Supaporn Malailoy, 46, is not a lawyer. But since 2000, she has devoted her life to champion environmental and human rights issues on behalf of Thailand’s rural communities.
For three years, the people of Si Maha Phot and Kabinburi Districts in Prachinburi Province have been suffering from the effects of several landfills that spread across 205 rai of land.
The residents in the area number around 5,000 people, most of whom are either farmers or factory workers.
According to Supaporn, the water and soils around the communities are damaged. The air is toxic, and therefore residents are risking cancer daily.
Last year in August, a group of activists calling themselves the Khon Rak Kroksomboon Group sent an open letter to the governor to file a complaint about the landfills, which are operated by a private company.
The leader of the group is Sumet Rianphongnam, a 48-year-old farmer.
In May of this year, Sumet received a court warrant for defamation, the private company in question is suing him for 50 million baht.
Enter Supaporn to help Sumet and the activist group in their legal battles.
Supaporn is the general manager of the environmental foundation EnLaw Foundation (Environmental Litigation and Advocacy for the Wants), established in 2000. Through litigation, training, and advocacy, EnLaw fights for the land and resource rights on behalf of Thailand’s marginalized communities.
What has happened since the submission of the letter last year?
They’ve set up a committee combining residents and representatives from the government and the company. They are supposed to discuss and find solutions.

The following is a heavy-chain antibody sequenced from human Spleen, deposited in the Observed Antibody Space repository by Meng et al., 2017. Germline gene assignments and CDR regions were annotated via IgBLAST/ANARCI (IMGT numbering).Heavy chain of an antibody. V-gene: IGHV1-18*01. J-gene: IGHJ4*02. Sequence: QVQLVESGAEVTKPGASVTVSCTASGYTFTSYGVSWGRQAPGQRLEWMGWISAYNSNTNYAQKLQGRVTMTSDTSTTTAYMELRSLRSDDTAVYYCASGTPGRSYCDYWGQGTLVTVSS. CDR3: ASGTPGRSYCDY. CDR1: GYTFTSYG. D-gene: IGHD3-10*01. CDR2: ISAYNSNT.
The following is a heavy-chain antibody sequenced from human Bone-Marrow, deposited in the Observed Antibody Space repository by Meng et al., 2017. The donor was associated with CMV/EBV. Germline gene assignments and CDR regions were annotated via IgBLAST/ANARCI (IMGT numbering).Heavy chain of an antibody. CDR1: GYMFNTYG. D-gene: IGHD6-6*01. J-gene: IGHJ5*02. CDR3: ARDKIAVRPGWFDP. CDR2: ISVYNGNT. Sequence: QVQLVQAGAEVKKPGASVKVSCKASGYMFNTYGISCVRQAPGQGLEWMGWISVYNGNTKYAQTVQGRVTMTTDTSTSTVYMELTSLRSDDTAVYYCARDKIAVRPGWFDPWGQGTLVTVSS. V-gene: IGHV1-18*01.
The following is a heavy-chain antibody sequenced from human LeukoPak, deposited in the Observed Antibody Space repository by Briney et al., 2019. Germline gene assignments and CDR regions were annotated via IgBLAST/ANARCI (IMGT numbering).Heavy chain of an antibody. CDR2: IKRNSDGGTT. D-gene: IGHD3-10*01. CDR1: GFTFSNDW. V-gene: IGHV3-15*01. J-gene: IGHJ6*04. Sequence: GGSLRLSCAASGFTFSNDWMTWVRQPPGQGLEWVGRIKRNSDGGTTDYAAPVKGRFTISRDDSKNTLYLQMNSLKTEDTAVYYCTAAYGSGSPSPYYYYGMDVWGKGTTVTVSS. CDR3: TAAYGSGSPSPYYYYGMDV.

So far, they have covered the landfills with rubber sheets. It helps with the smell a little. But there are other issues. For example, garbage trucks are always running in and out, and also chemical waste dumped into the river.
Apart from the 50 million baht lawsuit, did anything else happen?
In September last year, Sumet and his wife were shot at in three separate incidents. There was 14 bullets total fired at them. Another activist also had a few flash grenades thrown at him. It was an attempt to scare him, not to kill him.
I’m very shocked at the level of harm they are doing to the locals. It’s too much. These people are just standing up for what’s right for their communities. The government needs to be more firm and do something about this.
Do activists in Thailand often get sued?
It happens very often. Every time a local activist comes to consult with us about their community’s situation, my organization would immediately set up a budget, just in case they get sued. We always have to think ahead.
We are also very concerned about attempts to intimidate the activists and even threats to their lives and well being.
There was this one case, in which an activist was shot dead right in the middle of a local market. This wasn’t an attempt to threaten gone wrong. It was outright murder.
I am very thankful that these people are standing up to try and save their communities. But instead of receiving help, they face legal charges, lawsuits, and possible murder.
How bad is the landfill problem in our country?
Since the Kor Sor Chor [National Council for Peace and Order, NCPO] took over, they have opted out the regulations for city planning, which makes it easier for companies to get approvals to build landfills.
Before this, there were green areas preserved for the communities. But these days, landfills can be built just about anywhere, including close to people’s homes, and it affects the local ecosystem.
How bad is it?
I think we are already in a crisis, and it must stop now. Especially in the eastern part of Thailand, every day, people face the risk of getting cancer. Thailand doesn’t have any regulations or departments to oversee how factories affect local communities.